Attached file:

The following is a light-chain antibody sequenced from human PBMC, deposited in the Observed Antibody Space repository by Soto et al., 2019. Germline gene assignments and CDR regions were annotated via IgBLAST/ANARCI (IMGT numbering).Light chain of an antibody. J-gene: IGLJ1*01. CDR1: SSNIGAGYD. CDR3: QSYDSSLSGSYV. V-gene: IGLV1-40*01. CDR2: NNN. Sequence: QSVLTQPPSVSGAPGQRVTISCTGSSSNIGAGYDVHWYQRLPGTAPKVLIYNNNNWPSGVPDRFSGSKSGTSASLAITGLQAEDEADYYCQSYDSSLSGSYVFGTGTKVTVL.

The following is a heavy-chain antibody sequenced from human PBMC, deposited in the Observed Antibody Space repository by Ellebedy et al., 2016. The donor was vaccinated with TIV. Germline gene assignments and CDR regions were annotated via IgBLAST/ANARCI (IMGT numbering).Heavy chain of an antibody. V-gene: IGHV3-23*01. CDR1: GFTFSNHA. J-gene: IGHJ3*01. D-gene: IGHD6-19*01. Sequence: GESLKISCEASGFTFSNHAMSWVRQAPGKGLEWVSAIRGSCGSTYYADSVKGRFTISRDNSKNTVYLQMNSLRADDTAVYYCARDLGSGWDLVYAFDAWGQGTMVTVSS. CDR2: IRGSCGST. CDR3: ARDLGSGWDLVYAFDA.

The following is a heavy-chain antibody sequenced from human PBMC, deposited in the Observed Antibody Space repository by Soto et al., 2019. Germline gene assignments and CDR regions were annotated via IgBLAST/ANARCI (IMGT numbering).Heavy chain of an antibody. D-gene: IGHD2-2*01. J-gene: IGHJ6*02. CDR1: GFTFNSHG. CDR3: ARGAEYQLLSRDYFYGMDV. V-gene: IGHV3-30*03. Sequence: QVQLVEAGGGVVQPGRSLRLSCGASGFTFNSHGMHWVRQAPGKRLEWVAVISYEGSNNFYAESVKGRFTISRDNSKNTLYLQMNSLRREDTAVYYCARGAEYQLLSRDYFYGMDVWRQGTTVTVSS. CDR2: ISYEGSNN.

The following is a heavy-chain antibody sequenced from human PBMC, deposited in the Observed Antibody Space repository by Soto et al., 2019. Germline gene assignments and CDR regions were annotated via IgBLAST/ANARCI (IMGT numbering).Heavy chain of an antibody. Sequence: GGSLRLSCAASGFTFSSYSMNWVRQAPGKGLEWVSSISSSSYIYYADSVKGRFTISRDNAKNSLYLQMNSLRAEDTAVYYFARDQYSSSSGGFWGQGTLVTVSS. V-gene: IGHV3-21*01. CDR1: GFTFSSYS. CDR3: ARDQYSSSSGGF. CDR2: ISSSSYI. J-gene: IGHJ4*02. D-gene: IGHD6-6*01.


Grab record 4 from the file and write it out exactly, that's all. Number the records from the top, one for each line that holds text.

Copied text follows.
The following is a heavy-chain antibody sequenced from human PBMC, deposited in the Observed Antibody Space repository by Soto et al., 2019. Germline gene assignments and CDR regions were annotated via IgBLAST/ANARCI (IMGT numbering).Heavy chain of an antibody. Sequence: GGSLRLSCAASGFTFSSYSMNWVRQAPGKGLEWVSSISSSSYIYYADSVKGRFTISRDNAKNSLYLQMNSLRAEDTAVYYFARDQYSSSSGGFWGQGTLVTVSS. V-gene: IGHV3-21*01. CDR1: GFTFSSYS. CDR3: ARDQYSSSSGGF. CDR2: ISSSSYI. J-gene: IGHJ4*02. D-gene: IGHD6-6*01.